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Does monitoring technology reduce rule-breaking and (oh no) make compliance officers obsolete?

Employers have been using technology to keep an eye on workers for at least a decade. And when the pandemic shifted nearly everyone to work-from-anywhere, monitoring went through the roof.

Tech tools now track employees through keyboard captures, screen shots, audio and video surveillance, GPS, and more.

So the questions are: Does increased monitoring mean there’s reduced rule-breaking? And, if so, does that mean technology is inevitably rendering compliance officers obsolete?

Naw.

In November 2021, five business profs from different universities published results of their research examining whether monitoring accomplishes its intended purposes.

The profs focused on monitoring tools for tracking performance, increasing productivity, and deterring rule-breaking.

They found that monitoring “can seriously backfire.”

Here’s their conclusion:

In our first study, we surveyed more than 100 employees across the U.S., some of whom were subject to monitoring at work and some of whom were not. We found that monitored employees were substantially more likely to take unapproved breaks, disregard instructions, damage workplace property, steal office equipment, and purposefully work at a slow pace, among other rule-breaking behaviors. Of course, this survey only determined correlation — so to prove causation, we ran a second, experimental study. We asked another 200 U.S.-based employees to complete a series of tasks, and told half of them that they would be working under electronic surveillance. We then gave them an opportunity to cheat, and found that those who were told they were being monitored were actually more likely to cheat than those who didn’t think they were being monitored.

What’s behind these paradoxical results?

According to the profs, employees do the right thing because of both external and internal motivators. The external motivator is the threat of punishment or reward, and the internal motivator is their “sense of morality.” The profs’ research showed that monitoring employees can blunt their internal motivator — their sense of morality — because they feel less responsible for their own conduct.

The profs said,

Specifically, when we surveyed the participants in our studies, we found that those who were monitored were more likely to report that the authority figure overseeing their surveillance was responsible for their behavior, while the employees who weren’t monitored were more likely to take responsibility for their actions. This reduction in agency in turn made the monitored employees more likely to act contrary to their own moral standards, ultimately leading them to engage in behavior that they would otherwise consider immoral.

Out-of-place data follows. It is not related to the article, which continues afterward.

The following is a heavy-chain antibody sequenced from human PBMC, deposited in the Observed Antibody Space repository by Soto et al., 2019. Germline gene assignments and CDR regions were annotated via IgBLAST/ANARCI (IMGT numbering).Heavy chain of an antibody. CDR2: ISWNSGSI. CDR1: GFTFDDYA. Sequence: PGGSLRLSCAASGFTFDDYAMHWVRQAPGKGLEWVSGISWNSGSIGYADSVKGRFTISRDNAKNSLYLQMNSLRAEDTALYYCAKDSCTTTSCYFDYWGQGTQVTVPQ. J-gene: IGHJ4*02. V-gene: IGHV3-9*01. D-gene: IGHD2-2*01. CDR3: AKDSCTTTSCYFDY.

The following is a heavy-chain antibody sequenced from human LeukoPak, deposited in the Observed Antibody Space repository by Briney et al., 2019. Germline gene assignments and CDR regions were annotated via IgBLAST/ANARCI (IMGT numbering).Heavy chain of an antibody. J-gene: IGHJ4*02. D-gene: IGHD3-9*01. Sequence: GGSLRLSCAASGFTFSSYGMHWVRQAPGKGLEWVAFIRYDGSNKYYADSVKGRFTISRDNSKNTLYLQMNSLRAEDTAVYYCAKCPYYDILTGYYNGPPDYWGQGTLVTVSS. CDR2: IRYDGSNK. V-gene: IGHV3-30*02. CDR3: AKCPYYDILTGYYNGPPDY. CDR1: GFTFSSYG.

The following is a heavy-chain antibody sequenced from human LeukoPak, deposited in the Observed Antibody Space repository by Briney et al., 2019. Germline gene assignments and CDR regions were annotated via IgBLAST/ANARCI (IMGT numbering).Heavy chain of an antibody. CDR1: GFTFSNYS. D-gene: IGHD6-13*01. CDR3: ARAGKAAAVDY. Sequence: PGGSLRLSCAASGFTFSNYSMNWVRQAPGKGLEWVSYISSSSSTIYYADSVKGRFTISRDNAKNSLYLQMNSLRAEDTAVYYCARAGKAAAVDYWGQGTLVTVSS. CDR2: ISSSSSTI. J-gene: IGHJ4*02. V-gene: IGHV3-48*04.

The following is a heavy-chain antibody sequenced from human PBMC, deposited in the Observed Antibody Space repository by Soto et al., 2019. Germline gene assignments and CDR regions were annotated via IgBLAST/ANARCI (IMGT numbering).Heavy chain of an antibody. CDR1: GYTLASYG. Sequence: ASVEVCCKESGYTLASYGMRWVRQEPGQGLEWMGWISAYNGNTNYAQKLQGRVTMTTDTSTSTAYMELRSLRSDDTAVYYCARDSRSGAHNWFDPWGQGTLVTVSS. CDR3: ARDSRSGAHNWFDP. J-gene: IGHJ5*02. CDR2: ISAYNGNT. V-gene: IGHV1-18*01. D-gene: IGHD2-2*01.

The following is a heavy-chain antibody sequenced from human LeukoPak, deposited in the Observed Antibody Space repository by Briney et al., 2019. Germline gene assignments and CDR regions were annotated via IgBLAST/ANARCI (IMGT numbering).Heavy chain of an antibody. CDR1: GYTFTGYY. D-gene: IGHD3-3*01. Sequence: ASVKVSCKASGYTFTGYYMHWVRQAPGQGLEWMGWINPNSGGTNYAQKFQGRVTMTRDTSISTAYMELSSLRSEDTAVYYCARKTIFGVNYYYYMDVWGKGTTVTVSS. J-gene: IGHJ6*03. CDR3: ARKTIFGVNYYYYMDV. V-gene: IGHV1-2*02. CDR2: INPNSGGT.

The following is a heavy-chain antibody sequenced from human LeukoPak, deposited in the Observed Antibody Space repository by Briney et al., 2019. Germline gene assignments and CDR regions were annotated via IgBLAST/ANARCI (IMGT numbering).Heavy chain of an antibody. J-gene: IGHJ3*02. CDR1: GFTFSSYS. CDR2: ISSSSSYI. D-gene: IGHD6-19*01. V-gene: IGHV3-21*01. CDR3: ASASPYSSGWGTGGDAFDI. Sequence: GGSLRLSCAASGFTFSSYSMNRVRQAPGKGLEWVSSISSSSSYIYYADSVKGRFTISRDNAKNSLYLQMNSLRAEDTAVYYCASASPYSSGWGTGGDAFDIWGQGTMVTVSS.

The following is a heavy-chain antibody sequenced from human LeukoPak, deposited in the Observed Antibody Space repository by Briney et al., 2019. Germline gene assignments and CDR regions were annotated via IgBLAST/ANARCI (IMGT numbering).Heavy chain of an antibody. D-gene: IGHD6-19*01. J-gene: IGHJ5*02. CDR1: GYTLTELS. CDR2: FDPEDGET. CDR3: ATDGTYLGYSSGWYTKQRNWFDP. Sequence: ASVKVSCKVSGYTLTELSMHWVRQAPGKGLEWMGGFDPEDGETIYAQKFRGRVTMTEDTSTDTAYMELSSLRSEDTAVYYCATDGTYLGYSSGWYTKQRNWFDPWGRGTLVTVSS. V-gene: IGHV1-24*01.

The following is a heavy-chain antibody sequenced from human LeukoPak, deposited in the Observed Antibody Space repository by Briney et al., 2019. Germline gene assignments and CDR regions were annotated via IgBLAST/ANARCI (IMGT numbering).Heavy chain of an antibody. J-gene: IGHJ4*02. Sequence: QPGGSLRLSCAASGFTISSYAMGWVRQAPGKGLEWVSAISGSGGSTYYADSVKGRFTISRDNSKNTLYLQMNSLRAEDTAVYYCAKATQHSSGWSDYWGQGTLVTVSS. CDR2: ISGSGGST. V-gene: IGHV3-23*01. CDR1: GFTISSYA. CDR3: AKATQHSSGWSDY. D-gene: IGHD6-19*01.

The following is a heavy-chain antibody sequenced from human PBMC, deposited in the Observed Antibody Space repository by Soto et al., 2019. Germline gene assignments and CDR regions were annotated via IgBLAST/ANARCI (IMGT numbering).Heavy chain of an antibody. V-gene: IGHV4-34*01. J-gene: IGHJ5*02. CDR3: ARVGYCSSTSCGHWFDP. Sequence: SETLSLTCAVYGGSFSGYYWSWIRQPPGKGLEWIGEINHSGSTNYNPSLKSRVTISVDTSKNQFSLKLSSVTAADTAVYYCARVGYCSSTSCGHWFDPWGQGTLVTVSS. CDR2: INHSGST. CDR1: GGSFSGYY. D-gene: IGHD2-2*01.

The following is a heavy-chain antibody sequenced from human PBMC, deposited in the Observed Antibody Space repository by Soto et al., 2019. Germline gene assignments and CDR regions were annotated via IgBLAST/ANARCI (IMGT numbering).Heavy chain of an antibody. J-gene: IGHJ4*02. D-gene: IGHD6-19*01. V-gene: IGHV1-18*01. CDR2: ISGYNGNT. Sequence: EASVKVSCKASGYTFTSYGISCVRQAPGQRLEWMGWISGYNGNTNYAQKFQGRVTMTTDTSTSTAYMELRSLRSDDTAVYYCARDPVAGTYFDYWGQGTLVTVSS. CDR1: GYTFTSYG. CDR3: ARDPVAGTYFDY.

Despite this latest research (and similar prior findings), no one expects employers to abandon monitoring tools and leave remote or on-site workers completely alone. So, how to monitor employees without pushing them into poor performance, degraded productivity, and increased rule-breaking?

As one of the profs said in an interview with Computer World in August this year: “If you’re operating on the assumption that people are bad and they’ll lie, steal and cheat, you’re probably not going to do monitoring the right way, because the way you introduce it is most certainly going to lead to this feeling like they’ve lost their agency. You’re just going to induce counterproductive outcomes.”

What’s the fix?

Reduce the fear factor and bring workers into the process. Do that by giving employees “input into when surveillance is appropriate and when it should be off-limits — and then stick to those boundaries,” the profs said.

Also, “communicate openly and transparently with employees about what data will be collected and how it will be used — in fact, one survey found that even just explaining the scope and purpose of monitoring can boost employees’ acceptance of the practice by about 70 percent.”

Finally, give employees access to monitoring data, both their own and “anonymized data collected from relevant teams.” Releasing specific and relative feedback demystifies the monitoring.

Back to our original questions: Does increased monitoring reduce rule-breaking? It doesn’t and probably never will. The more bosses act like Big Brother, the more us worker bees will act out. See, e.g., everything written by George Orwell and Dr. Seuss.

And the second question: Does the use of monitoring technology mean compliance officers are or will be obsolete? Not at companies with smart leaders. Workers relate to bosses (and compliance officers) who treat them like they’re capable and trustworthy. Monitoring technology can never do that. By design, most monitoring tools assume the worst about people. That’s why monitoring creates the very problems it’s intended to solve.

Profs Chase Thiel, Julena M. Bonner, John Bush, David Welsh, and Niharika Garud wrote recently about their research in HBR here. Their published results are available here.

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